Theoretical Underpinnings Of Ralph Waldo Emerson's Work

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I decided to focus my posting on Ralph Waldo Emerson. I will explore Ralph Waldo Emerson’s life and the theoretical underpinnings of his work. Emerson was the most remarkable essayist in the nineteenth-century. Emerson was born in Boston, Massachusetts. His father was an Unitarian minister. Emerson graduated from the prestigious Harvard. He went back to Harvard for their Divinity School, and learned the liberal Christianity of Unitarianism. An interesting fact about Emerson is in 1829, he became the Unitarian minister of the Second Church of Boston. Emerson was a very well-known and successful preacher. However, three years later, he began to question the acts and beliefs of Christianity and Unitarianism like the iconic Lord’s Supper. Emerson …show more content…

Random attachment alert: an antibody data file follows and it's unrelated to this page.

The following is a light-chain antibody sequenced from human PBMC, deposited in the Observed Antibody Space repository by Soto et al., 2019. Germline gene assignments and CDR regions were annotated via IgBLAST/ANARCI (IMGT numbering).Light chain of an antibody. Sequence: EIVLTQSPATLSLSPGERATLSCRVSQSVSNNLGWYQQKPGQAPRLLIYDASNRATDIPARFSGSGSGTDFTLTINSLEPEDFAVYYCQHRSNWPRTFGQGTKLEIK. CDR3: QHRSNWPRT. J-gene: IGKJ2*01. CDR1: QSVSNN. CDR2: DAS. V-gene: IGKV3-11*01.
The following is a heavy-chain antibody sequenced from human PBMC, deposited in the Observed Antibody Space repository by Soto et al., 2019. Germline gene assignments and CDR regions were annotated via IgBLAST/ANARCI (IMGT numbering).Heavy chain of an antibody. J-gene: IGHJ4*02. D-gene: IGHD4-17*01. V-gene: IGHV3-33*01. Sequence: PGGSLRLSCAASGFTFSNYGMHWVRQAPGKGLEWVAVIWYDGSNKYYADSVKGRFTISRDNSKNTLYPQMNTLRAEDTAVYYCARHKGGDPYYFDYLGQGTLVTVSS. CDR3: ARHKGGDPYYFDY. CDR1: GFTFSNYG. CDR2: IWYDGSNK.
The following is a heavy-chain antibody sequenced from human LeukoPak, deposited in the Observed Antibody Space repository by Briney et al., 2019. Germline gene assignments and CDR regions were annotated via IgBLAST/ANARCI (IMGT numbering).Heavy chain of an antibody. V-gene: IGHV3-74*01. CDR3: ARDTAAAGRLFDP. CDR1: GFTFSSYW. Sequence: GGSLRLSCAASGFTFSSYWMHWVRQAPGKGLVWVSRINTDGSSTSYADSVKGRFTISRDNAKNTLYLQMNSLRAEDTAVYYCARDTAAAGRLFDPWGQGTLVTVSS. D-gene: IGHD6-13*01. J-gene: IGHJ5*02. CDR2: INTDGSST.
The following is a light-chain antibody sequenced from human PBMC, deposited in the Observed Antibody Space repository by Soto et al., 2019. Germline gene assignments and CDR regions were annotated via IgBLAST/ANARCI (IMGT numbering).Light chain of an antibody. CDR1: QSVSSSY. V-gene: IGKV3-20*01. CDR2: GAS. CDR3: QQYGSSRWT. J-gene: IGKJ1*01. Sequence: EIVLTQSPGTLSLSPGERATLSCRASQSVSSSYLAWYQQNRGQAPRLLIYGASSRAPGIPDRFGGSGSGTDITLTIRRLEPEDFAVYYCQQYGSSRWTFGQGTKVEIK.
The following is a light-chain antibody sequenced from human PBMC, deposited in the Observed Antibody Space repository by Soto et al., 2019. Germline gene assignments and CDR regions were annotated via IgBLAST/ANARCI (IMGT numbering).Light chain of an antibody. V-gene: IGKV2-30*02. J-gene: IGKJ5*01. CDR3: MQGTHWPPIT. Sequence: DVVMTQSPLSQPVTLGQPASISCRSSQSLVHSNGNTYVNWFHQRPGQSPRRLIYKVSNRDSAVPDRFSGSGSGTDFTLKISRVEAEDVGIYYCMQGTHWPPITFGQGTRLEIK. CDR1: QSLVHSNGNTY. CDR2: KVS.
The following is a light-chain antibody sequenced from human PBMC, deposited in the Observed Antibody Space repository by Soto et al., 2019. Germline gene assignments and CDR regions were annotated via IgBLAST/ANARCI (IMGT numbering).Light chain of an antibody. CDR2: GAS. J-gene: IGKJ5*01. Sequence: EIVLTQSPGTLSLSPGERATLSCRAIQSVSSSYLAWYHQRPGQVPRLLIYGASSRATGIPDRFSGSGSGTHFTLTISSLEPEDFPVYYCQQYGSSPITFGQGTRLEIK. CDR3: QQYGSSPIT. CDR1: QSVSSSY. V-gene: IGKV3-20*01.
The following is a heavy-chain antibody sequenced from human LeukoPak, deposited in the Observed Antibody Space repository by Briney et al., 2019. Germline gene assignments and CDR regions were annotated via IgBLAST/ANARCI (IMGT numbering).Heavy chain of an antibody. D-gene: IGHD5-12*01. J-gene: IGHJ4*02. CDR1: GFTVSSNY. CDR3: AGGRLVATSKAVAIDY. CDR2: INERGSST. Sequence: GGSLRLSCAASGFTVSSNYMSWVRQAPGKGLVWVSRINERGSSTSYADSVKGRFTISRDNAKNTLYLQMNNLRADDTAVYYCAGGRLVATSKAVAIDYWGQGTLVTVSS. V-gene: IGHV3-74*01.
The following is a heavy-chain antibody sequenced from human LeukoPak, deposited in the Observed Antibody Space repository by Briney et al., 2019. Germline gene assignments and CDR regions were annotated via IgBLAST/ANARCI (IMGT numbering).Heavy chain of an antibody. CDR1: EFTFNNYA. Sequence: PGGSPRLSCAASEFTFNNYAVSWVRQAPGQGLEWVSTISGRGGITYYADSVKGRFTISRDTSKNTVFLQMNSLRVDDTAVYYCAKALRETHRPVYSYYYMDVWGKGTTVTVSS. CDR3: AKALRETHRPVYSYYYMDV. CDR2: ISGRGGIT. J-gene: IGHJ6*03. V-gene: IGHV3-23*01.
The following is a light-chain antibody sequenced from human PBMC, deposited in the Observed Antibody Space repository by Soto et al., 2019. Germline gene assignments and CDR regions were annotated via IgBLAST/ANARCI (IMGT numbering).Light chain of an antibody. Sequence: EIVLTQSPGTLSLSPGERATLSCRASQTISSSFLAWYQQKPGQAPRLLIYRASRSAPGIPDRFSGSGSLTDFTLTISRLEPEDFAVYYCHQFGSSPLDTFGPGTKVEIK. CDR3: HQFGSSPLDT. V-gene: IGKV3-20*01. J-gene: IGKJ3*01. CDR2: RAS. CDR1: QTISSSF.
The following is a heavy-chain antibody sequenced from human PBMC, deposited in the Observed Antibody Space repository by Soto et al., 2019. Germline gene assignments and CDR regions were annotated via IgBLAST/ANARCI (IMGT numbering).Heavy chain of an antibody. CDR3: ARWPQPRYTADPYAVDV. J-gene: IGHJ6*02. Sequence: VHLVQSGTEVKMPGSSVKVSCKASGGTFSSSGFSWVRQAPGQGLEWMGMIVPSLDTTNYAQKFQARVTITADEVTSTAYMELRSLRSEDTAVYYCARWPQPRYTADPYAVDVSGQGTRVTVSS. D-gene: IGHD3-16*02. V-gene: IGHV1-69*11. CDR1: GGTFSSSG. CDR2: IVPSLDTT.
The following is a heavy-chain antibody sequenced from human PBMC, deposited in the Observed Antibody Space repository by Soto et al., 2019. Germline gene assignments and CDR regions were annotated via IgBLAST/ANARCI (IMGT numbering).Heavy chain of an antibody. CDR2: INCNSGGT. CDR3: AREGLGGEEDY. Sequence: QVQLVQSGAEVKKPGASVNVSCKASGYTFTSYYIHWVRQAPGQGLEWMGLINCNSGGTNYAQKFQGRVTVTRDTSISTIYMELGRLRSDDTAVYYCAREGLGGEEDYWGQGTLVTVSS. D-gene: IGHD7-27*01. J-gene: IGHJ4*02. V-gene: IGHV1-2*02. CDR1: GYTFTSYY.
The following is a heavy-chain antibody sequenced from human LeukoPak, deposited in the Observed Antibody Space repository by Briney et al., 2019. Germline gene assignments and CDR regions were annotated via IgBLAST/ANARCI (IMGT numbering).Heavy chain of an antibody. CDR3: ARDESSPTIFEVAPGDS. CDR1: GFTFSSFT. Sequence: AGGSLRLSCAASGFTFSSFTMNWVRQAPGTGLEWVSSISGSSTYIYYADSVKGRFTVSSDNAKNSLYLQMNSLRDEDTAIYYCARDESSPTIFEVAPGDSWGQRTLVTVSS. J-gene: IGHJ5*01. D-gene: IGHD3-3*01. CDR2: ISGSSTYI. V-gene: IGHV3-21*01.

His writings did not contain traditions like most of other writings did. Emerson’s writing rejected traditions, and this caused a social change to occur in America due to Emerson’s ideas and writings. Thus, Emerson was a poet, essayist, and lecturer that advocated and led the Transcendentalist movement. I will evaluate some theoretical underpinnings of Emerson’s work, “Nature.” One theme is why solitude is important because it is important to appreciate nature and to establish a close, personal relationship with nature instead of focusing on society and oneself. Emerson states, “To go into solitude, a man needs to retire as much from his chamber as from society” (McMichael 941). Moreover, going into solitude also requires a man to escape from his life, society, and thinking. Emerson wanted to convey to his readers that it is important to escape and become one with nature. Emerson has four chapters (Commodity, Beauty, Language, and Discipline) that discuss how man uses nature. These are four major themes because he is explaining how man uses nature to see and perceive the universe. For example, men use commodity for their needs like water, food, weapons, and shelter. A quote

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